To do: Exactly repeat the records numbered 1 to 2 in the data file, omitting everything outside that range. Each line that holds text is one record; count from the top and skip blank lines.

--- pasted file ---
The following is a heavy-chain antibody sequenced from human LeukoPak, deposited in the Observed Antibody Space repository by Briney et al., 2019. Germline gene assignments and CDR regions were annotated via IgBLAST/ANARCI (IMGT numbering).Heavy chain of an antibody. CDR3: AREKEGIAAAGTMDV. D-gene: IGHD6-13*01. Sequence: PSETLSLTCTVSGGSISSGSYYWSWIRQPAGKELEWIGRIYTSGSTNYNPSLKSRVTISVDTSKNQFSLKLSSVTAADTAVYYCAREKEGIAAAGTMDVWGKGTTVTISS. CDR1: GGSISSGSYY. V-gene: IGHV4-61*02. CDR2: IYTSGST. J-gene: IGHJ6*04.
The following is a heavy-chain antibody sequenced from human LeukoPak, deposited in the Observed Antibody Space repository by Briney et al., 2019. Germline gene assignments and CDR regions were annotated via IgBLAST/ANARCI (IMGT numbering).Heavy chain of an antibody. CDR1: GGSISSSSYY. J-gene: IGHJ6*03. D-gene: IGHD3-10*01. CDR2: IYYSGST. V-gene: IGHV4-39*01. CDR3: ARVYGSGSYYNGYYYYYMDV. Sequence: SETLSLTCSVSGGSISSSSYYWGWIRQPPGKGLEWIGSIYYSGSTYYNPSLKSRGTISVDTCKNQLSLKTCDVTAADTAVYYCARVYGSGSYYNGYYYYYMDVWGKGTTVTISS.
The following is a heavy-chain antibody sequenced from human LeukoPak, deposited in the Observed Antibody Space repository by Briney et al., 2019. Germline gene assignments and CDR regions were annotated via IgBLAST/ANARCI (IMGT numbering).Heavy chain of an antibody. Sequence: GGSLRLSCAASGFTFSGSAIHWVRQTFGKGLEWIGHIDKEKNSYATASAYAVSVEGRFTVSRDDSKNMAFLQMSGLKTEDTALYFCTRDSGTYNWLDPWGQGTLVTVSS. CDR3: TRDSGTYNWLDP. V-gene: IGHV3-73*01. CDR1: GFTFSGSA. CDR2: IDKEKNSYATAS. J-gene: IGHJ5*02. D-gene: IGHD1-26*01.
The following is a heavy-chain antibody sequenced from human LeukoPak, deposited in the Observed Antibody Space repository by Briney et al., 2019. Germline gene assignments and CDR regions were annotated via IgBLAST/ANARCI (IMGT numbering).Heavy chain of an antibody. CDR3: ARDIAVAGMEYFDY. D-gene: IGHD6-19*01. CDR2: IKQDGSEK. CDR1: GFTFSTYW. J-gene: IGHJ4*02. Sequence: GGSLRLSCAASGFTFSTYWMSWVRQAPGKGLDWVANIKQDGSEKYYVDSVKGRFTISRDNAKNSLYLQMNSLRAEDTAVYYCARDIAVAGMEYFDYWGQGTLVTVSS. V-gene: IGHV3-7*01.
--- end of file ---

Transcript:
The following is a heavy-chain antibody sequenced from human LeukoPak, deposited in the Observed Antibody Space repository by Briney et al., 2019. Germline gene assignments and CDR regions were annotated via IgBLAST/ANARCI (IMGT numbering).Heavy chain of an antibody. CDR3: AREKEGIAAAGTMDV. D-gene: IGHD6-13*01. Sequence: PSETLSLTCTVSGGSISSGSYYWSWIRQPAGKELEWIGRIYTSGSTNYNPSLKSRVTISVDTSKNQFSLKLSSVTAADTAVYYCAREKEGIAAAGTMDVWGKGTTVTISS. CDR1: GGSISSGSYY. V-gene: IGHV4-61*02. CDR2: IYTSGST. J-gene: IGHJ6*04.
The following is a heavy-chain antibody sequenced from human LeukoPak, deposited in the Observed Antibody Space repository by Briney et al., 2019. Germline gene assignments and CDR regions were annotated via IgBLAST/ANARCI (IMGT numbering).Heavy chain of an antibody. CDR1: GGSISSSSYY. J-gene: IGHJ6*03. D-gene: IGHD3-10*01. CDR2: IYYSGST. V-gene: IGHV4-39*01. CDR3: ARVYGSGSYYNGYYYYYMDV. Sequence: SETLSLTCSVSGGSISSSSYYWGWIRQPPGKGLEWIGSIYYSGSTYYNPSLKSRGTISVDTCKNQLSLKTCDVTAADTAVYYCARVYGSGSYYNGYYYYYMDVWGKGTTVTISS.